CHINA

Standing unemployed under the Liu Li bridge

Jia Ze Wei is one of 150 million Chinese "Mingong" -modern slaves or workers - who leave their village in search of work in Beijing, one of the richest regions in China. Jia Ze Wei comes to Beijing's Liu Li bridge area every morning in a bid to make some money to support his family back in the village.

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   (Crédit : Ana F.)

Jia Ze Wei is one of 150 million Chinese "mingong" -modern slaves or workers who leave their village in search of work in Beijing, one of the richest regions in China.  Jia Ze Wei comes to Beijing's Liu Li bridge area in a bid to make some money to support his family back in the village.

           Banner reads: "It is prohibited to look for work here" (Photo: Ana F.)

 

Jia Ze Wei, a migrant worker in Beijing, doesn't read the newspaper nor does he have access to a television or the radio. But he knows times are tough and that it's not easy to find a job.

I've been coming here every morning for the past two years. I can do anything from painting to woodwork in the construction sector. When I came back to Beijing in February 2009, I realised that the year was going to be rough.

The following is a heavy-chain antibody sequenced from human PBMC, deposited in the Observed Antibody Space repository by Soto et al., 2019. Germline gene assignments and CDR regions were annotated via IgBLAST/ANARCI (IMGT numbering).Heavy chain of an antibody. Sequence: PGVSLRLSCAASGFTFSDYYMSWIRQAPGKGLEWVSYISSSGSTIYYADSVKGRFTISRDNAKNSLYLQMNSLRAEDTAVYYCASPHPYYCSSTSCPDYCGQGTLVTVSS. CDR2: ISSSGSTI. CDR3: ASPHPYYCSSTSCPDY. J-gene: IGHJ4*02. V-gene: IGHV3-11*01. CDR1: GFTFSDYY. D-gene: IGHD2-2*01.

In 2008, I earned close to 60 yuan (6.7 euros) per day and was able to send my family about four thousand yuan. Now things have changed.  I only make about 40 yuan (4.6 euros) per day. But I need money for rent and food. The days I find work, I spend 15 yuan for a "Mingong" dormitory bed in the building's basement. It's crammed, dirty and noisy. I'm exhausted by 7pm so I fall asleep immediately. The days I don't work, I can't afford to spend as much so I simply sleep at the local station's entrance or in the hallway. For now it's ok because the weather is pleasant but it was very difficult in February.

It's the same principle for food: the days I work, I buy a bowl of noodles and goat tripe soup. Other days I eat Mantou (Chinese steamed buns). I buy three or four for 1 yuan.

I can't go back to my village even though I don't live too far from here (Han Dan is 392 kms south of Beijing). The train ticket costs 60 yuan but most of the "Mingong" come from Gansu or Henan. They paid 300 yuan to get to Beijing. Now they are stuck here. They can't afford to spend such a large amount to return home.

At the same time, we can't stay here either, it's prohibited. There are many clandestine workers in this area. As soon as we spot policemen we leave and come back later."